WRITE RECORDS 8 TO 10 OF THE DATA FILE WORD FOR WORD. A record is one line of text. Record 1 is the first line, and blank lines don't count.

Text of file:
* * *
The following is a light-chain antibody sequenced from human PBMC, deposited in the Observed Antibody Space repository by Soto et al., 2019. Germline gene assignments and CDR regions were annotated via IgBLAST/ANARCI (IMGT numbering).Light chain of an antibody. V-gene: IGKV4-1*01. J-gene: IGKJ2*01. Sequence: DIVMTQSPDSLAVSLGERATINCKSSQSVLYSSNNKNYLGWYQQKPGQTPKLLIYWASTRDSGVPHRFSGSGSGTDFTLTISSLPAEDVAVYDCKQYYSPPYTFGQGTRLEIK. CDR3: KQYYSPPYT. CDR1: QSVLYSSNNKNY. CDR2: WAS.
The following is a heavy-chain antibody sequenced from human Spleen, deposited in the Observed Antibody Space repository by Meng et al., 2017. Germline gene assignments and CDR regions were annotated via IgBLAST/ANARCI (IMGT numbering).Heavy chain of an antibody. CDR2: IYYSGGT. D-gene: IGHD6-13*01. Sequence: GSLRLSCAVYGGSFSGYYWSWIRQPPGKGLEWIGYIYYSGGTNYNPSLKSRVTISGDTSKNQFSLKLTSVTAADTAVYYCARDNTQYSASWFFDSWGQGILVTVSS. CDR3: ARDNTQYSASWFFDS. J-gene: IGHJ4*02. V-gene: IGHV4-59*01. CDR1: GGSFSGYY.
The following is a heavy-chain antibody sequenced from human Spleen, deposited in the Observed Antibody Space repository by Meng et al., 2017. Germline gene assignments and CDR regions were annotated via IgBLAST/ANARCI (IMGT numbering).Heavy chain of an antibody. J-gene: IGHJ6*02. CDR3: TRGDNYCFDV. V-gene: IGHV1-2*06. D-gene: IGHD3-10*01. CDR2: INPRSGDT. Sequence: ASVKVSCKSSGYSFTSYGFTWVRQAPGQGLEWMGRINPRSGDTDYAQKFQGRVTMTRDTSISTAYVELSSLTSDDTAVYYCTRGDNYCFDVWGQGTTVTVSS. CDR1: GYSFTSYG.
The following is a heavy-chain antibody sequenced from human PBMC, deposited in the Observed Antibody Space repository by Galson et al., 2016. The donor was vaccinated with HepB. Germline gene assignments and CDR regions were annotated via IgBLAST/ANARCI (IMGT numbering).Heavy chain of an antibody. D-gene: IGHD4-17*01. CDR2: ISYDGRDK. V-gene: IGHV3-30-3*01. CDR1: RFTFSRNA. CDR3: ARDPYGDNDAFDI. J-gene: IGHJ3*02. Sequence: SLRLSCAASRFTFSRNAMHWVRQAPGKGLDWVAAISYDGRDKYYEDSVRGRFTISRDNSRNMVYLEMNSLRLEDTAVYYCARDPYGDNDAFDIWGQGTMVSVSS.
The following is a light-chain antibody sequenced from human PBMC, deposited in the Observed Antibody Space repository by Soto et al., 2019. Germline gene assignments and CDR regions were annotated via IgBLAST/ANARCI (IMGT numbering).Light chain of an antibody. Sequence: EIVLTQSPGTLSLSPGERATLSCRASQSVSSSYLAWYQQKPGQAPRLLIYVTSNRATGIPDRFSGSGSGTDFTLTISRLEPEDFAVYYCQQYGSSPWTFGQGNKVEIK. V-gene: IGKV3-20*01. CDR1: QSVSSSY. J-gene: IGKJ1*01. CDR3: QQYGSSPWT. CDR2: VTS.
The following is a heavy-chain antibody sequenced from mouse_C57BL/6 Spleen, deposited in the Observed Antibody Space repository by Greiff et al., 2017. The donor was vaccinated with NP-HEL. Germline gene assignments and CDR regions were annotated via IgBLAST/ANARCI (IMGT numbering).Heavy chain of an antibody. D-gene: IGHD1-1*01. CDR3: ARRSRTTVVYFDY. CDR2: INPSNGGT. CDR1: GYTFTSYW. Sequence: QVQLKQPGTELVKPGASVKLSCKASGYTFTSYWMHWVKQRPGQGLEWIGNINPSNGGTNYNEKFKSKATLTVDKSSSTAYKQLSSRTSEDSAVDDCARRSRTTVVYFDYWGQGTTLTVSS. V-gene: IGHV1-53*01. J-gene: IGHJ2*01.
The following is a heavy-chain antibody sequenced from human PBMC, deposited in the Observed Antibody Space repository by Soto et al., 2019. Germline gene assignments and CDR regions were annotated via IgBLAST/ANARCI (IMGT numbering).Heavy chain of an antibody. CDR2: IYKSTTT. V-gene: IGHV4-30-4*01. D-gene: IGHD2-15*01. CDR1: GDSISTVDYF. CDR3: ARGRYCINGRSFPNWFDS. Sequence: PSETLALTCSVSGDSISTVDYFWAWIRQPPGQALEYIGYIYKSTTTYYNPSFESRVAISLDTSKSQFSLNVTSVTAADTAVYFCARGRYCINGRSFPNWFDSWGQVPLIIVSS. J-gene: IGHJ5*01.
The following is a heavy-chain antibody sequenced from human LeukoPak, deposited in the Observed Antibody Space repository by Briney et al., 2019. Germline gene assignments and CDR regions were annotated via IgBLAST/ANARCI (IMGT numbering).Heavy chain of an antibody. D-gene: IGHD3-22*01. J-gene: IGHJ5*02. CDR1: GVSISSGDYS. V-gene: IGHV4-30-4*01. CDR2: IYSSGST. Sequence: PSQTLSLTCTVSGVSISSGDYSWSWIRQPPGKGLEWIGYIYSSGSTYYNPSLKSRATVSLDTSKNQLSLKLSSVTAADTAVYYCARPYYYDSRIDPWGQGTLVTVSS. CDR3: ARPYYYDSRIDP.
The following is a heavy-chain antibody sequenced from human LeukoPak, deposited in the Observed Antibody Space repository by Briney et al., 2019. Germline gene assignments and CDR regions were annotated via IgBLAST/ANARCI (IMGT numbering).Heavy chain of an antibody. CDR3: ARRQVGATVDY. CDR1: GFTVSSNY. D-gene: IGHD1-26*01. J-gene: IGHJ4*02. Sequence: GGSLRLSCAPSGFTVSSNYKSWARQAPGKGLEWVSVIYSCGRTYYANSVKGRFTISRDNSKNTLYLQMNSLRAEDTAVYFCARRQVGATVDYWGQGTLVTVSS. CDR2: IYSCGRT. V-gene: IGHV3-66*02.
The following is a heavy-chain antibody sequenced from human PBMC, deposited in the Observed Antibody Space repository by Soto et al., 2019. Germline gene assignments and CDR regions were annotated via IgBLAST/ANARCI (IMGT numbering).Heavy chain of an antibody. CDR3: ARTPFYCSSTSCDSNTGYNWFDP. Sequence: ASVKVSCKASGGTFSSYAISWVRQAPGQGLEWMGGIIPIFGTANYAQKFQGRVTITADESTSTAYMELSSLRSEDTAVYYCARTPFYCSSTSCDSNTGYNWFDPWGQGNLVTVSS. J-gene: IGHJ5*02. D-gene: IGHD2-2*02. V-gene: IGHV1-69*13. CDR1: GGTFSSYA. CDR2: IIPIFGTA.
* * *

The following is a heavy-chain antibody sequenced from human LeukoPak, deposited in the Observed Antibody Space repository by Briney et al., 2019. Germline gene assignments and CDR regions were annotated via IgBLAST/ANARCI (IMGT numbering).Heavy chain of an antibody. D-gene: IGHD3-22*01. J-gene: IGHJ5*02. CDR1: GVSISSGDYS. V-gene: IGHV4-30-4*01. CDR2: IYSSGST. Sequence: PSQTLSLTCTVSGVSISSGDYSWSWIRQPPGKGLEWIGYIYSSGSTYYNPSLKSRATVSLDTSKNQLSLKLSSVTAADTAVYYCARPYYYDSRIDPWGQGTLVTVSS. CDR3: ARPYYYDSRIDP.
The following is a heavy-chain antibody sequenced from human LeukoPak, deposited in the Observed Antibody Space repository by Briney et al., 2019. Germline gene assignments and CDR regions were annotated via IgBLAST/ANARCI (IMGT numbering).Heavy chain of an antibody. CDR3: ARRQVGATVDY. CDR1: GFTVSSNY. D-gene: IGHD1-26*01. J-gene: IGHJ4*02. Sequence: GGSLRLSCAPSGFTVSSNYKSWARQAPGKGLEWVSVIYSCGRTYYANSVKGRFTISRDNSKNTLYLQMNSLRAEDTAVYFCARRQVGATVDYWGQGTLVTVSS. CDR2: IYSCGRT. V-gene: IGHV3-66*02.
The following is a heavy-chain antibody sequenced from human PBMC, deposited in the Observed Antibody Space repository by Soto et al., 2019. Germline gene assignments and CDR regions were annotated via IgBLAST/ANARCI (IMGT numbering).Heavy chain of an antibody. CDR3: ARTPFYCSSTSCDSNTGYNWFDP. Sequence: ASVKVSCKASGGTFSSYAISWVRQAPGQGLEWMGGIIPIFGTANYAQKFQGRVTITADESTSTAYMELSSLRSEDTAVYYCARTPFYCSSTSCDSNTGYNWFDPWGQGNLVTVSS. J-gene: IGHJ5*02. D-gene: IGHD2-2*02. V-gene: IGHV1-69*13. CDR1: GGTFSSYA. CDR2: IIPIFGTA.